On the 4th March the Supreme Court handed down judgment in the conjoined cases of Catt and T v Commissioner of Police of the Metropolis ( UKSC 9). Almost unanimously (there was one dissenting opinion in Catt) the appeals by the Met were allowed. In brief, the judgments held that the retention of historical criminal conviction data was proportionate. But what I thought was particularly interesting was the suggestion (at paragraph 45) by Lord Sumption (described to me recently as “by far the cleverest man in England”) that T‘s claim at least had been unnecessary:
[this] was a straightforward dispute about retention which could have been more appropriately resolved by applying to the Information Commissioner. As it is, the parties have gone through three levels of judicial decision, at a cost out of all proportion to the questions at stake
and as this blog post suggests, there was certainly a hint that costs might flow in future towards those who choose to litigate rather than apply to the Information Commissioner’s Office (ICO).
But I think there’s a potential justice gap here. Last year the ICO consulted on changing how it handled concerns from data subjects about handling of their personal data. During the consultation period Dr David Erdos wrote a guest post for this blog, arguing that
The ICO’s suggested approach is hugely problematic from a rule of law point of view. Section 42 of the Data Protection Act [DPA] is crystal clear that “any person who is, or believes himself to be, directly affect by any processing of personal data” may make a request for assessment to the ICO “as to whether it is likely or unlikely that the processing has been or is being carried out in compliance with the provisions” of the Act. On receiving such a request the Commissioner “shall make an assessment” (s. 42 (1)) (emphasis added). This duty is an absolute one
but the ICO’s response to the consultation suggested that
We are…planning to make much greater use of the discretion afforded to us under section 42 of the legislation…so long as a data controller has provided an individual with a clear explanation of their processing of personal information, they are unlikely to need to describe their actions again to us if the matter in question does not appear to us to represent a serious issue or we don’t believe there is an opportunity for the data controller to improve their information rights practice
which is problematic, as section 42 confers a discretion on the ICO only as to the manner in which an assessment shall be made. Section 42(3) describes some matters to which he may have regard in determining the manner, and these include (so are not exhaustive) “the extent to which the request appears to him to raise a matter of substance”. I don’t think “a matter of substance” gets close to being the same as “a serious issue”: a matter can surely be non-serious yet still of substance. So if the discretion afforded to the ICO under section 42 as to the manner of the assessment includes a discretion to rely solely on prior correspondence between the data controller and the data subject, this is not specified in (and can only be inferred from) section 42.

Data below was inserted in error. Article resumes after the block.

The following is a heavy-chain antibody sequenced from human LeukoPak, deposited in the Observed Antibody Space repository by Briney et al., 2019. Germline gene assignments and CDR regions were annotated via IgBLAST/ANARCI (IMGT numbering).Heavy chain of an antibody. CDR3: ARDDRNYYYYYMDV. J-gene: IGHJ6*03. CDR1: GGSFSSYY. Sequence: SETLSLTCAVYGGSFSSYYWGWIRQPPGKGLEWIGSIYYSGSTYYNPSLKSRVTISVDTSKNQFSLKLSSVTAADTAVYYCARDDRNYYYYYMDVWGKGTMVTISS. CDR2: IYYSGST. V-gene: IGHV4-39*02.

Moreover, and interestingly, Article 28(4) of the European Data Protection Directive, which is transposed in section 42 DPA, confers no such discretion as to the manner of assessment, and this may well have been one of the reasons the European Commission began protracted infraction proceedings against the UK (see Chris Pounder blog posts passim).
Nonetheless, the outcome of the ICO consultation was indeed a new procedure for dealing with data subjects’ concerns. Their website now says
Should I raise my concern with the ICO?
If the organisation has been unable, or unwilling, to resolve your information rights concern, you can raise the matter with us. We will use the information you have provided, including the organisation’s response to your concerns, to decide if your concern provides an opportunity to improve information rights practice.
If we think it does provide that opportunity, we will take appropriate action
“Improving information rights practice” refers to the ICO’s general duties under section 51 DPA, but what is notable by its absence there, though, is any statement that the ICO’s general duty, under section 42, to make an assessment as to whether it is likely or unlikely that the processing has been or is being carried out in compliance with the provisions of the DPA.
Lord Sumption in Catt (at 34) also said that “Mr Catt could have complained about the retention of his personal data to the Information Commissioner”. This is true, but would the ICO have actually done anything? Would it have represented a “serious issue”? Possibly not – Lord Sumption describes the background to Mrs T’s complaints as a “minor incident” and the retention of her data as a “straightforward dispute”. But if there are hints from the highest court of the land that bringing judicial review proceedings on data protection matters might results in adverse costs, because a complaint to the ICO is available, and if the ICO, however, shows reluctance to consider complaints and concerns from aggrieved data subjects, is there an issue with access to data protection justice? Is there a privacy justice gap?
The views in this post (and indeed all posts on this blog) are my personal ones, and do not represent the views of any organisation I am involved with.